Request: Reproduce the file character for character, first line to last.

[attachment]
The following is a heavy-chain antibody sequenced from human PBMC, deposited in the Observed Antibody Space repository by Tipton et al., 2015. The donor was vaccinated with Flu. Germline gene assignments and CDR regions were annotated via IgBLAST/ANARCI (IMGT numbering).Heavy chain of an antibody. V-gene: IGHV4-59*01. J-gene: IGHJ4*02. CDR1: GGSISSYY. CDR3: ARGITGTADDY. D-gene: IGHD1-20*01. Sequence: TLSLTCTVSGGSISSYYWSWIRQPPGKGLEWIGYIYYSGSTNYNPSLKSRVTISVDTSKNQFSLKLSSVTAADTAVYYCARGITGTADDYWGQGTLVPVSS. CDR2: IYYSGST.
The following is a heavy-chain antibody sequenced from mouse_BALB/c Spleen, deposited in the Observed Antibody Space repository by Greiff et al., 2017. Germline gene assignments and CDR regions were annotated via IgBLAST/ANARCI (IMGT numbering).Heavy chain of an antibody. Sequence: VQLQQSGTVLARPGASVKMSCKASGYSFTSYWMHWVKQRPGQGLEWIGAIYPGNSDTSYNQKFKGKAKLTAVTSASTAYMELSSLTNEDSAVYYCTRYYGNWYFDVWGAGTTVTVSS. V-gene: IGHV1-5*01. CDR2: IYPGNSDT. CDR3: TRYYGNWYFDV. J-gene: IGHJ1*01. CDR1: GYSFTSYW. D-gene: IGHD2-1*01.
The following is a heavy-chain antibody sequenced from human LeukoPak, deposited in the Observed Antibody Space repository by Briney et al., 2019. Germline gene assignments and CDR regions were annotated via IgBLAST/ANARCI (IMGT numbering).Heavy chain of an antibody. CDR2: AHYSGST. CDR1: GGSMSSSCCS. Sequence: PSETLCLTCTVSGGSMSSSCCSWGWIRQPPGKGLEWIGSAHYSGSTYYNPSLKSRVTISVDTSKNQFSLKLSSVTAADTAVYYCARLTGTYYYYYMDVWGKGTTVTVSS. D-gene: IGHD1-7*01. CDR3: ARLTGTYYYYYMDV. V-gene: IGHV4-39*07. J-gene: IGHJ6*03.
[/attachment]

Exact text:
The following is a heavy-chain antibody sequenced from human PBMC, deposited in the Observed Antibody Space repository by Tipton et al., 2015. The donor was vaccinated with Flu. Germline gene assignments and CDR regions were annotated via IgBLAST/ANARCI (IMGT numbering).Heavy chain of an antibody. V-gene: IGHV4-59*01. J-gene: IGHJ4*02. CDR1: GGSISSYY. CDR3: ARGITGTADDY. D-gene: IGHD1-20*01. Sequence: TLSLTCTVSGGSISSYYWSWIRQPPGKGLEWIGYIYYSGSTNYNPSLKSRVTISVDTSKNQFSLKLSSVTAADTAVYYCARGITGTADDYWGQGTLVPVSS. CDR2: IYYSGST.
The following is a heavy-chain antibody sequenced from mouse_BALB/c Spleen, deposited in the Observed Antibody Space repository by Greiff et al., 2017. Germline gene assignments and CDR regions were annotated via IgBLAST/ANARCI (IMGT numbering).Heavy chain of an antibody. Sequence: VQLQQSGTVLARPGASVKMSCKASGYSFTSYWMHWVKQRPGQGLEWIGAIYPGNSDTSYNQKFKGKAKLTAVTSASTAYMELSSLTNEDSAVYYCTRYYGNWYFDVWGAGTTVTVSS. V-gene: IGHV1-5*01. CDR2: IYPGNSDT. CDR3: TRYYGNWYFDV. J-gene: IGHJ1*01. CDR1: GYSFTSYW. D-gene: IGHD2-1*01.
The following is a heavy-chain antibody sequenced from human LeukoPak, deposited in the Observed Antibody Space repository by Briney et al., 2019. Germline gene assignments and CDR regions were annotated via IgBLAST/ANARCI (IMGT numbering).Heavy chain of an antibody. CDR2: AHYSGST. CDR1: GGSMSSSCCS. Sequence: PSETLCLTCTVSGGSMSSSCCSWGWIRQPPGKGLEWIGSAHYSGSTYYNPSLKSRVTISVDTSKNQFSLKLSSVTAADTAVYYCARLTGTYYYYYMDVWGKGTTVTVSS. D-gene: IGHD1-7*01. CDR3: ARLTGTYYYYYMDV. V-gene: IGHV4-39*07. J-gene: IGHJ6*03.